So I’ve decided to use my lockdown period productively and write up my opinions on the most improved AFL players in season 2021.
We are three quarters of the way through the season so we have a reasonably large body of work to look at when assessing the improvement made by players. Now without further ado let us begin with the sixth position.
6. Jayden Laverde (Essendon, defender)
It might be my Essendon bias talking, particularly as I have multiple Essendon players on this list. It could also be the fact that the Bombers are dramatically outpacing their pre-season expectations, which were abysmally low.
Onto Jayden Laverde’s season specifically, he has found importance in his new niche position as a lock-down key defender. Laverde is averaging career highs for disposals (13.6), leads Essendon for marks (102), and has strung together his best season to date, reaching the most amount of games in a single year before the bye had even passed.
Laverde has strung together his best season for the red and black where his previous best was 11 matches, and has finally carved out a little sub-specialisation as a muscly key defender who can match up on a tall or a small player.
Laverde is a testament to exhausting every available option when approaching player development, as Laverde himself was the single best utility in his draft class in 2014. Highly rated talents can make something of themselves.
5. Tom McDonald (Melbourne, forward)
Trade bait one year, a vital part of the Dee’s best 22 the next. Tom McDonald has made the Melbourne Demons’ forward line his own, and in the absence/poor form of Sam Weideman and Ben Brown, he has become the number one player for the Demons.
He currently leads the Demons’ goal kicking and has been able to show his aerobic ability, being rated as elite for disposals and marks as a key forward.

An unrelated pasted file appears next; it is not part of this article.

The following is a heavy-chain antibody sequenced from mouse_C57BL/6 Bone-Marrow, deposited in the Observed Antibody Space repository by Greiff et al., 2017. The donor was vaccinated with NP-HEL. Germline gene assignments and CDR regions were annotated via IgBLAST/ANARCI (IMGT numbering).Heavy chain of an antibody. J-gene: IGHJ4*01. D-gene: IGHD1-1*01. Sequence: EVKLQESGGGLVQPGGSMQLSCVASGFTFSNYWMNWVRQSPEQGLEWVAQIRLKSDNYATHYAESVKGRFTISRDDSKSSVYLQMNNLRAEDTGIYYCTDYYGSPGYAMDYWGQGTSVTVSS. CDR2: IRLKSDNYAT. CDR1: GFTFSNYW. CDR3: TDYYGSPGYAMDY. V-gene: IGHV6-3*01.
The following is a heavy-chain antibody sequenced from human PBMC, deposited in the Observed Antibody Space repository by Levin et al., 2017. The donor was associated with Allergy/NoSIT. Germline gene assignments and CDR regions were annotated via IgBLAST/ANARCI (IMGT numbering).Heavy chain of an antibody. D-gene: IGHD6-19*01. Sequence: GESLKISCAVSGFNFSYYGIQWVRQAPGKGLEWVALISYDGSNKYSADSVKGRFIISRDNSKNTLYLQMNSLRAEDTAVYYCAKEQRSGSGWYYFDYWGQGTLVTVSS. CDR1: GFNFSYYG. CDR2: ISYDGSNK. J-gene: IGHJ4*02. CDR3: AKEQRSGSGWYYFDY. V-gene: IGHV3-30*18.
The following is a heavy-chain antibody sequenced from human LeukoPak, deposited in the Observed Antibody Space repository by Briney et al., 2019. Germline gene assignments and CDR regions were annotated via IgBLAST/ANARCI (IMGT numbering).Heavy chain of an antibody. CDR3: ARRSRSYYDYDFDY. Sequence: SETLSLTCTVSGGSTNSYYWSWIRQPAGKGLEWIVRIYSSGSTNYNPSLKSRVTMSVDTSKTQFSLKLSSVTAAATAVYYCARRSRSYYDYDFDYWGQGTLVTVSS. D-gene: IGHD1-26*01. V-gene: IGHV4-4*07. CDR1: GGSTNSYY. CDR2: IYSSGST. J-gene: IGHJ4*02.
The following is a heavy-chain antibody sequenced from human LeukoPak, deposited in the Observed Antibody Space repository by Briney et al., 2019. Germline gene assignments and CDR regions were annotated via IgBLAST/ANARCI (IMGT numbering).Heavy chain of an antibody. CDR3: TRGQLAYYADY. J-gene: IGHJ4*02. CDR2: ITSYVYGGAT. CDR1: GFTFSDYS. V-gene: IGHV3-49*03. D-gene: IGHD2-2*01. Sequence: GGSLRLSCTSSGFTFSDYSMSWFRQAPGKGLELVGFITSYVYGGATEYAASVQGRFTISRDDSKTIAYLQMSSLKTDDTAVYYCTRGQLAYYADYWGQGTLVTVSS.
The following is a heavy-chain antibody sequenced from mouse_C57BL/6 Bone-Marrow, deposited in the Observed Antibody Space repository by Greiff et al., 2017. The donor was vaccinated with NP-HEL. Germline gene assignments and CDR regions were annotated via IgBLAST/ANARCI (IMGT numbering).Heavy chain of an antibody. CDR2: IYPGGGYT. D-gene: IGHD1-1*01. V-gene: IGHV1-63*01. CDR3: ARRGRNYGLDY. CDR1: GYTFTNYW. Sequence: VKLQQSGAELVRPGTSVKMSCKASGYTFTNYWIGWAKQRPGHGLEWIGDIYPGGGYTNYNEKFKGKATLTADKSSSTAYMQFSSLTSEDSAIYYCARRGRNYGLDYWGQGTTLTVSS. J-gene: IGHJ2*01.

He has shown the important element of flexibility that he adds to the Melbourne forward line as he can also play on the wing, where his contested marking can come to the fore.
McDonald has admittedly shown his potential in the past with 48 goals, but he did that when he had assistance from Jesse Hogan as the number one piece on the metaphorical chess board.
4. Zac Bailey (Brisbane Lions, forward/midfielder)
Zac Bailey has been somewhat unfairly compared to Cameron Rayner in the obscenely good draft hand the Lions took to the 2017 draft. He has often lived in the shadow of Rayner as they play very similar roles in the Brisbane Lions side.
However, in the injury-enforced absence of Rayner due to an ACL tear, Bailey has been able to put his best foot forward. Bailey is fourth in the Brisbane Lions’ side for goal kicking with 24 goals, and he is rated as above average in the midfield for score involvements (6.5), clearances (2.9), kicks (11.1) and contested possessions (8.1).
Bailey has taken the step that many expected Cam Rayner to make this year. When you consider the depth they have at the midfield strike position the strength of the Brisbane line-up becomes apparent with players like Lincoln McCarthy, Hugh McCluggage, and Lachie Neale all able to roll through the forward line and the midfield.